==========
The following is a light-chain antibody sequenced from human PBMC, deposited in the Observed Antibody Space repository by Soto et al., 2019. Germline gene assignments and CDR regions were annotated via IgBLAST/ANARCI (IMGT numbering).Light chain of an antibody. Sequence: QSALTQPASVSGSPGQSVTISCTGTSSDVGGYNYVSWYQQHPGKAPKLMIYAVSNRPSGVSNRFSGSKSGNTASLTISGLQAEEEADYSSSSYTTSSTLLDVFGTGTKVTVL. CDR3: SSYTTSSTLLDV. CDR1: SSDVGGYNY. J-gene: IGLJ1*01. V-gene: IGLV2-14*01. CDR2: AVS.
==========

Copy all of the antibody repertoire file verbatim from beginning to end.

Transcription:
The following is a light-chain antibody sequenced from human PBMC, deposited in the Observed Antibody Space repository by Soto et al., 2019. Germline gene assignments and CDR regions were annotated via IgBLAST/ANARCI (IMGT numbering).Light chain of an antibody. Sequence: QSALTQPASVSGSPGQSVTISCTGTSSDVGGYNYVSWYQQHPGKAPKLMIYAVSNRPSGVSNRFSGSKSGNTASLTISGLQAEEEADYSSSSYTTSSTLLDVFGTGTKVTVL. CDR3: SSYTTSSTLLDV. CDR1: SSDVGGYNY. J-gene: IGLJ1*01. V-gene: IGLV2-14*01. CDR2: AVS.